As a native Californian who cut her wine tasting bicuspids in Napa, Sonoma, and Mendocino while going to college in the Bay Area, then worked in the tasting room at Ridge Winery in the early 80s and who now lives just south of the thriving wine regions of the Central Coast, I am most familiar with and partial to California wines.
Why bother with wine from anywhere else when California wines are so abundant, so inexpensive, so tasty and easy to find at Trader Joe’s, Vons, or The Ventura Wine Company?
All that changed when I started going to the Grateful Palate Warehouse sales two years ago and ventured into the wild and wonderful world of Australian wines, especially shiraz, and I discovered I love GSMs. At their warehouse sale prices, I became spoiled drinking much better quality wines in much bigger quantities.
At the Wine Bloggers Conference, I had the opportunity to taste not only plentiful pours of local Sonoma wines, but wines from New York State, New Zealand, and really all over the world thanks to Doug Cook and others who brought wines to share. Most of these wines were priced around $20.
Since much of the conversation around wine blogs recently has related to Chilean red value wines under $20 (see here for a list of posts), and how Chilean wines are such a great value in comparison, I found myself asking: in comparison to what? In my opinion, there are plenty of California cabs at around $20 which are better than the 2006 Casa Lapostolle “Alexandre” I tasted over the past few days and I know California cabs I’d prefer to spend my $10 on than the 2006 Santa Rita Reserva.
So in comparison to what? I asked myself again. To European wines at the same price point?
To answer that question, I investigated three old world wines easily found on the internet for around $10: a 2003 Raimat Tempranillo, a 2006 J. Vida-Fleury Rhone blend of Grenache and Shiraz, and a 2006 Chateau Nenine blend of Merlot, Cab Franc and Cabernet Sauvignon.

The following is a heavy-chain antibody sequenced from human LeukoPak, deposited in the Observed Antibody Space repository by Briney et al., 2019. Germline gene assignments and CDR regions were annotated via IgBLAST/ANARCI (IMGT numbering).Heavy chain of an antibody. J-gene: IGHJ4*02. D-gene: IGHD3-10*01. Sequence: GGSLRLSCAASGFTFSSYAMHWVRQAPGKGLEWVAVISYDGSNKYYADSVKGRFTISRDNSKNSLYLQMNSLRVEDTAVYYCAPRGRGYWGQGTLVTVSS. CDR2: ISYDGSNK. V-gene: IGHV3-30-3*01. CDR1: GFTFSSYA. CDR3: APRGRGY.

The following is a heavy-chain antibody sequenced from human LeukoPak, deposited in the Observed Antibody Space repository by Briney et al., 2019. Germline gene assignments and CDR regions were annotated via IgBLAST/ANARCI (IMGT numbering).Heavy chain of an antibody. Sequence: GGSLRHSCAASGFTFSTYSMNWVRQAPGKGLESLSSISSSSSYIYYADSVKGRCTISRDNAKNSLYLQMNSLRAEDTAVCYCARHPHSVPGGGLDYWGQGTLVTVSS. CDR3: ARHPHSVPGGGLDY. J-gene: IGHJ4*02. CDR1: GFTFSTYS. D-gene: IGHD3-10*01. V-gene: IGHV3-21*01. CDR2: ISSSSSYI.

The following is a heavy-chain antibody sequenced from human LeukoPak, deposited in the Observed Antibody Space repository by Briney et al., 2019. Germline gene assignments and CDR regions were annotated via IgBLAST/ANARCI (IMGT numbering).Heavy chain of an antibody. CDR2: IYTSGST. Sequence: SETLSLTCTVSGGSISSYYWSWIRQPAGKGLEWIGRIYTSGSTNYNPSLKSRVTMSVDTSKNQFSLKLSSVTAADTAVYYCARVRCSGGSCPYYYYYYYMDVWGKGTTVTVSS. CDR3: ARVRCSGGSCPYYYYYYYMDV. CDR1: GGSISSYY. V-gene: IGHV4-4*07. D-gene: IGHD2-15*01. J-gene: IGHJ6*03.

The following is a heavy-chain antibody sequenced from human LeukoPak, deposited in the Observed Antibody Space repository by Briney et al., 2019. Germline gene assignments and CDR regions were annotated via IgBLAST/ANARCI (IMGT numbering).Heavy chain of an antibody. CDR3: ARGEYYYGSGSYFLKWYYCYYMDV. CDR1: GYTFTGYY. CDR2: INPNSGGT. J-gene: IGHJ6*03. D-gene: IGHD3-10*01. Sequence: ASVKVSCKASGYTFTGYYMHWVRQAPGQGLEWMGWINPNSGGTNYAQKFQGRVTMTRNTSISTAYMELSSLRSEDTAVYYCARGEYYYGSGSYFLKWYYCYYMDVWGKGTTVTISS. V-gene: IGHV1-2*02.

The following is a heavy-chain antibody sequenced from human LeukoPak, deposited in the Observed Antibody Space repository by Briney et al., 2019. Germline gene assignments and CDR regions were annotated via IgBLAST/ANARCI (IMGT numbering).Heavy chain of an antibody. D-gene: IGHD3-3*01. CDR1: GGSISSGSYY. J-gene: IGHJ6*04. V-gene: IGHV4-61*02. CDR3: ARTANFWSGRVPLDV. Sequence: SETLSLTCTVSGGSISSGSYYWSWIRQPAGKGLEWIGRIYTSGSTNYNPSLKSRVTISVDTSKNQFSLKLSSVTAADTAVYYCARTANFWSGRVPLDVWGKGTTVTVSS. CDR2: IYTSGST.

I liked the Tempranillo. A lot. I would definitely buy this one. In terms of my Wine Predator scale,
5-8………. Terrible; Lose the Trail
9-11…….. Emergency Rations
12-14……. Worth Drinking
15-17 ……..Worth Finding
18-20 ……TRACK IT DOWN!
it scored 17 and it deserves to be FOUND again! It was great with appetizers of various pizzas, cheeses, and grapes, and the gathering drank it up quickly.
Unfortunately, the Rhone wine, at 12 points, as much as I wanted to enjoy it, was barely WORTH DRINKING. It tasted thin, and flat. The Bordeaux fared a bit better, with a score of 13, but it wasn’t too exciting either.
The Chilean Santa Rita, as you may recall, scored a 14 the other day; last night it was clear to us that this was a better wine and a better value than the two French ones. Unfortunately, we finished the Tempranillo before I could taste it again and compare it with the Chilean Santa Rita! I would say that is suggestive! How much can be contributed to the Tempranillo being 3 years older, and other factors, remains to be seen, however.
Last night, over steaks, we drank the 3 “value” reds along with the Casa Lapostolle; at this point, it had opened up into a lovely, personable, pleasurable wine, and the Casa Rita was very serviceable while the two French wines were only that: French, and with significantly lower alcohol levels (which we did appreciate). Yes, I’d chose them over $2 Buck Chuck, but next time I think I’d take my $10 and spend it on another wine.
Sigh. Now that I think about this experiment, I am wishing I’d opened up the Chateau Greysac 2001 I picked on clearance for $14 (regularly $20) to compare with the Casa Lapostolle…
Oh well, another day!